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The Hand I Fan With
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Long Rope


Okinawa, Japan

August 6 – October 2005

By Karen Strawn


Long Rope


Okinawa means long rope in Japanese, which was placed in the East China Sea to rescue me. From what I didn't know but I was grateful it was there to save me when I began to drift away and sink into disillusionment and despair from the weight of parenting, finances and lack of traveling.

I moved to this 72-mile island off the coast of mainland Japan surrounded by the Pacific Ocean and East China Sea so I could watch the sun rise and set and listen to the rhythm of the waves against the shore. But sometimes I go for days without seeing the water. We found ourselves in the middle of a natural world packed with history of recent battles and ancient dynasties. But the tours are sold out, the events so crowded and expensive we haven't been able to travel yet.

I know I'm expecting too much too soon and I need to give this Asian experience a few years to steep like the green tea so common in this area. I've been told that the warmth of this sunny island will wrap itself around me and I will fall in love with this place. But right now I feel chilly from being unwrapped and I'm not an island person. So far with each negative experience there is a positive and vice versa. I will continue to grasp the rescue ropes and keep afloat.



While I was busy setting up my classroom, immersing my mind in new grade level curriculum, fighting the DSO (District Superintendent Office) for TQSA (Temporary Quarters Sustenance Allowance) and searching for a house, my 13-year-old son William was connecting with a “curbside” peer group that has caused a decline in his overall character and academic career.

Within 65 days my son has replaced proper English with fragmented Ebonics and began a relationship with a girl named “KiKi” whom I've only seen via web cam while she was taking off her sweater for my son's eyes only during an email conversation. Today William is serving time at school on Saturday for kissing this girl in the courtyard on school grounds.



Large, Orange Contraband


After flying over one ocean, two seas and three continents with our large, orange dog, US military greeted us by rejecting our pet's required paperwork on a technicality and informed us that we would have to quarantine our beloved family member for a period of 180 days at our expense for $35 day. But, through a series of miscommunications, misunderstandings, military personnel PCS and miracles, we were never separated from our dog. We held her as illegal contraband in our off-base temporary lodging and nobody from the US military veterinarian office ever called us back.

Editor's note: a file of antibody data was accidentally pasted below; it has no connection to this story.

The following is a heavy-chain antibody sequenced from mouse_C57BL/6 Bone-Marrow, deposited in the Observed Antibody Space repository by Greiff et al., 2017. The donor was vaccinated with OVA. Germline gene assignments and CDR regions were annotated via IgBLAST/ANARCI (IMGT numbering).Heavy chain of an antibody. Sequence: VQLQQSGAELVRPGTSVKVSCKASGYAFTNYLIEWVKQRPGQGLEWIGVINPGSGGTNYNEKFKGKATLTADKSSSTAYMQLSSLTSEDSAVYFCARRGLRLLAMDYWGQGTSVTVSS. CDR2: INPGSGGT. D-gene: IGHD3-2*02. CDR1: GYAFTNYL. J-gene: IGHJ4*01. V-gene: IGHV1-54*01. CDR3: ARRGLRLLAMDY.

Omura House in Chatan Cho

One day I received something from the past and future - My grandma Lola's antique furniture from the family farm in Lakin , Illinois and cutting-edge fiber optic Internet service from a Japanese satellite company.

The antiques are very precious because I used to live with my grandparents when I was a young girl and I remember my grandma teaching me to read at the desk I now have in my yellow forest-home on an island more than a dynasty away. I've been rubbing the antique pieces with Old English rags to refurbish them. But what I'm really doing is rubbing the pain from my life.

Our 3-2 yellow forest-home is called Omura House in Chatan Cho which means little village in Japanese. It is stunning. It sits on top of a hill in the middle of the island overlooking a quaint Japanese neighborhood nestled among forests of trees and ancient shrines carved into the hills.

I don't have an ocean view which was difficult for me to accept. But my back patio is very private and has an unobstructed view of the forest hills. The morning and evening sounds of the locusts keep me grounded. The house, with all my worldly possessions from Turkey and the Illinois farm, is one of my rescue ropes.

However, I purposed to settle on a house with a fenced yard for Sadie the large, orange dog. I imagined her romping around her own yard protecting her environment and being more independent. But she refuses to take poop in her own yard and has developed a problem from holding it for so long. She scoots along my Turkish rugs to itch poop and I'm still a slave to early morning and late evening walks with this animal. She will pee in her yard but the Japanese grass turns brown whenever an animal's urine soaks into the ground. So now I have this stunning Southwestern/Asian home with brown spotted grass that looks like a leopard's coat.


Hello Kitty?


Coming from a country where toilets don't flush to a country where toilets flush two different ways was not a culture shock. But what is a culture shock for us is the carnival-like atmosphere that serves as a backdrop to what seems to be a perpetual Disney World existence. It seems that Japanese adore Western ways but adopt them in peculiar ways.

For instance, Japanese drive cars, as little and narrow as the streets, equipped with high-tech GPS computer systems on dashboards and DVD screens on sun visors but their homes don't have dishwasher hook ups.